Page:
To compare the agreement of the initial classifications of the participants in the questionnaire with the agreement in the classifications in the interobserver analysis, based on the new criteria, we reclassified the initial classifications. If the classified cause of death was “fatal cerebral infarction,” “fatal cerebral hemorrhage” or “fatal stroke,” we reclassified it as “stroke”; if another classification was chosen, we classified it as “other cause.” The neurologists were divided in 2 groups according to order of response (first responder in group 1, second in group 2, third in group 1, etc), resulting in 70 classification couples (one responder was excluded for this analysis to obtain an even number of responders). Interobserver agreement on these classified causes of death was assessed with κ statistics.
Twenty-nine (see Appendix) of 43 international experts filled out the questionnaire. The answers on the questions are summarized in Table 2, and the assigned causes of death for the 5 test cases are shown in Table 3.
The length of the interval between stroke and death appeared to be important for 26 of 29 of adjudicators, but there was no consensus on the interval between stroke and death, beyond which stroke no longer should be regarded as a cause of death. Five experts commented that the length of this period depends on the type and severity of the stroke and on the so-called “direct cause of death” (for example, brain herniation, aspiration pneumonia, or heart failure). Three neurologists who did specify a maximum interval breached their own rule when they audited the cases. With regard to the degree of disability according to the modified Rankin scale,4,5 most neurologists indicated that it should be taken into account, but again, there was no agreement on the cutoff point for dependence below which stroke always should be taken as cause of death. Also, there was much difference of opinion on the importance of the discharge destination of the patient (home versus nursing home). There was more agreement about the importance of comorbidity at the time of the stroke and on whether the patient experienced an infection at the time of death; a clear majority thought these conditions should be taken into account.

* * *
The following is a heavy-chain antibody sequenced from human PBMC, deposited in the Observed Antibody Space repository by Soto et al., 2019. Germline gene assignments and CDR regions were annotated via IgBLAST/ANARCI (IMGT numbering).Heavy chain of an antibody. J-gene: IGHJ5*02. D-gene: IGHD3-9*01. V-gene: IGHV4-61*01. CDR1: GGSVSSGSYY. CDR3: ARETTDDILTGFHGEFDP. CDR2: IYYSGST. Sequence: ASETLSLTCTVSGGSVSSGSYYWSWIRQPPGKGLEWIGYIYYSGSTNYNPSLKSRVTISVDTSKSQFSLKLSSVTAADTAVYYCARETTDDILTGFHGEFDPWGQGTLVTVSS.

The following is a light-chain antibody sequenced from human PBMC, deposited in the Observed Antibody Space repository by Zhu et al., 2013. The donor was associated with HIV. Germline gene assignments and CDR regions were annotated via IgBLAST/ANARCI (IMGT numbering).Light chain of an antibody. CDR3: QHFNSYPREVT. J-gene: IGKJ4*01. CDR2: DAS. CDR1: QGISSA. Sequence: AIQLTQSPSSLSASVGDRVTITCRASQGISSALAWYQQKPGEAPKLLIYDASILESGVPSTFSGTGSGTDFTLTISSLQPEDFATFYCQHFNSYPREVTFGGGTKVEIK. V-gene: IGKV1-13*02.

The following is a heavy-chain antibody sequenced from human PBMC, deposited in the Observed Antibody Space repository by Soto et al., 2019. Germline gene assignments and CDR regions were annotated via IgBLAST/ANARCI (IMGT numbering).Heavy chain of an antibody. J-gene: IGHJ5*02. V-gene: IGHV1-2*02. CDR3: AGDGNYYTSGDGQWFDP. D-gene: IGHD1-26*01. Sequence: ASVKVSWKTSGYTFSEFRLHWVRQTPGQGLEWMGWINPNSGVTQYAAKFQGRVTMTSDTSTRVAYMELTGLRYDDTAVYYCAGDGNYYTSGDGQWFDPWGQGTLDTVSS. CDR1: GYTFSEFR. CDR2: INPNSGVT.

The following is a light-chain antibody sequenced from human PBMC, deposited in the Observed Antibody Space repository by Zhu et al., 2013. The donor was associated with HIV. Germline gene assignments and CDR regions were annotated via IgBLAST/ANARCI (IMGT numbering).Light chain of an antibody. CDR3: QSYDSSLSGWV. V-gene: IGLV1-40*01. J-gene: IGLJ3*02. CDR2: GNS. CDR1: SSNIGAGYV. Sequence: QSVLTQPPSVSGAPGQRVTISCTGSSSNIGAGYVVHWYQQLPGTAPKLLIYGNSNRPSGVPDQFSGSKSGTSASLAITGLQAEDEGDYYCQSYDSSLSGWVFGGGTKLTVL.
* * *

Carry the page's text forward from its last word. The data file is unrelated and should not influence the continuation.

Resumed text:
Not surprisingly, there was great variation in the way neurologists classified the cause of death in the 5 case vignettes (Table 3). Only in cases 1 and 5 was there substantial agreement. The κ of the interobserver analysis of these initial classifications was 0.31 (95% CI, 0.10 to 0.54), which reflects poor agreement.
After having weighed all different opinions and answers, we proposed a new guideline for classifying the cause of death after stroke (Table 4). All but 2 of the 29 correspondents agreed with the proposal without major objections.
In the second phase of the study, in which 5 pairs of neurologists each classified 20 different case histories, there was agreement on the cause of death in 90 of the 100 patients (Table 5), resulting in a κ value of 0.80 (95% CI, 0.68 to 0.92).
Our study shows that in the absence of clear guidelines, there was very little agreement among world experts on the classification of cause of death in patients who die after a stroke in the setting of a clinical trial. On the basis of all these opinions, we designed a simple set of criteria (Table 4) on which most experts who participated in our study (27 of 29) agreed. Moreover, a subsequent interobserver study among neurologists in a single country showed there was excellent agreement in classification of cause of death when this set of criteria was used. In our study, a κ of 0.80 was obtained, whereas in general, a κ between 0.61 and 0.80 is considered to reflect substantial agreement, and a κ between 0.81 and 1.00 reflects almost perfect agreement.6,7
The World Health Organization (WHO) published the International Statistical Classification of Diseases and Related Health Problems,8 a manual with rules and guidelines for the coding of mortality and morbidity for the purpose of statistical analysis. According to their general principles, all deaths should be attributed to the primary cause of a sequence leading to the fatal disease. In this way, death in a patient dying of an aspiration pneumonia after a stroke should, for example, be attributed to atherosclerosis. However, modification rules can override these general principles, and special “Sequelae of” codes are provided, for instance, a “Sequelae of cerebrovascular disease” code, which can be used if a patient dies as a consequence of the stroke. There is no time limit or other restriction to this WHO code that can be consulted if “there is evidence that death occurred from residual effects of this condition rather than from those of its active phase.” This leaves a wide margin of uncertainty for all physicians when classifying and reporting causes of death in a given patient.